In conversation with Haley McGee
IN CONVERSATION WITH
Haley McGee was born and raised in Kitchener-Waterloo, Ontario. At seventeen, she moved to Toronto, where she received a BFA in Acting from X University and subsequently worked as an actor and playwright until she relocated to the UK in 2016.
Heralded as "the formidable Haley McGee" (The Globe and Mail), her award-winning, critically acclaimed solo shows have played in thirty-six venues in eleven countries and been translated into four languages.
Haley now lives in London, UK, where she thrives on variety—she writes, acts, performs improv, does voice-overs, teaches artists in an array of online courses and hosts The Cost of Love podcast. Her debut novel, The Ex-Boyfriend Yard Sale, was released in February of this year.
Haley and I connected over email earlier this month to chat about her first novel, her solo shows, the challenges of being a writer, some of her favourite books, and one brilliant cover design.
Firstly, how does it feel to have your debut novel out in the world? It must be uncanny seeing your book in the wild. I've come across The Ex-Boyfriend Yard Sale at all my local bookstores, and must say, it definitely stands out among the crowd.
Ah! I’m so glad that you saw it at your local bookstore. It’s a thrilling feeling seeing my book “in the wild” as you say. Though, I always look for it in bookstores with a healthy dose of humility after hearing David Sedaris mention that looking for your book in a bookstore is something authors should never do, because if it’s there, it’ll inevitably be on a bottom shelf or in a corner—never in the place of prominence you’d hope it would be.
Before your book came out, you made quite a name for yourself with your award-winning, critically acclaimed solo shows, having played in thirty-six venues in eleven countries. Tell me more about that.
I trained as an actor and came to writing a book through creating theatre projects. I’d always been a big reader and loved writing, and as a young actor it felt really exciting to be able to write characters and stories for myself. Not only was it a channel for a different kind of creativity I possessed, but it allowed me to have some agency over what roles I played and when I worked. I didn’t have to wait to be cast. Solo shows really appealed to me as a writer and performer because of the direct relationship with the audience and the space they allow for the internal life of a character to come through.
Getting back to the book, The Ex-Boyfriend Yard Sale, what a title, how did you come up with it?
The genesis for the book was a conversation I had with my credit card company, in which I promised to pay down my bill by having a yard sale. Then I looked around my apartment and realized the only things I could sell had all been given to me by different people I’d dated. When I hung up, THE EX-BOYFRIEND YARD SALE popped into my head. It made me laugh. It was a gift from the gods.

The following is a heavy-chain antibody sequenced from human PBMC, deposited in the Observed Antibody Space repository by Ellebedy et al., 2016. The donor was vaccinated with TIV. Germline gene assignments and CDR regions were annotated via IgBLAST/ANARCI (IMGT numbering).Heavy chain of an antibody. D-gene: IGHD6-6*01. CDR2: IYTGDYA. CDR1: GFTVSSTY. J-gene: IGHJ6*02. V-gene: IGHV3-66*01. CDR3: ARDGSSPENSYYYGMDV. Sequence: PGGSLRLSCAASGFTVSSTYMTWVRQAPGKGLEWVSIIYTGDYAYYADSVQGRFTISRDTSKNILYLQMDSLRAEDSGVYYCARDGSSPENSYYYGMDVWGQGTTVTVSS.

I love the cover design. What's the story there? Did you go through many reiterations to arrive at a final design? What you landed on seems perfect for what's inside.
Haha. We must have tried twenty different designs before landing on this one. I knew that I wanted the title to be the star of the cover, and the price stickers were proposed by the designer. We all agreed this cover worked best.
What were some of the most difficult parts of writing the book for you? I assume penning the memoir throughout the pandemic was a challenge, but I'm sure you experienced a host of other emotions as well while going back in time.
This book is adapted from my autobiographical solo show (also called The Ex-Boyfriend Yard Sale) which I perform for audiences. Working on the book, I realized I only had words to convey the story. I know that sounds like stating the obvious. But I’d been so used to being able to rely on the tone and pace of my voice, a raise of my eyebrow, a hand gesture here and there and my relationship with the audience. I felt I was in control of how the audience was receiving the story. If I felt they weren’t getting it, I could slow down, adjust, clarify.
A book is a private experience for a reader. I needed to imbue what was on the page with all the details I could act out on stage. And I had to relinquish my desire for control, not being able to tell the story to each reader, face to face.
As anyone in publishing knows, it's not easy writing or publishing a book. Perseverance is key. Who inspired you most while you were writing and kept you going at times you felt like giving up?
I don’t know that I ever felt like giving up. There were hard days—hard weeks even—but I didn’t think giving up was an option. That said, it’s important to know that I was in the incredible position of having sold my book to publishers off a book proposal (because it’s a work of non-fiction), so I’d been paid a portion of my advance and there were deadlines in place—those things are incredibly motivating!
When I’m teaching artists in my solo show course, I talk a lot about creating deadlines and accountability checks for yourself. These don’t have to be external professional bodies. This can be anything from inviting a handful of friends around for a reading or setting a deadline with a colleague you trust.
Lastly, do you have any book recommendations for my readers?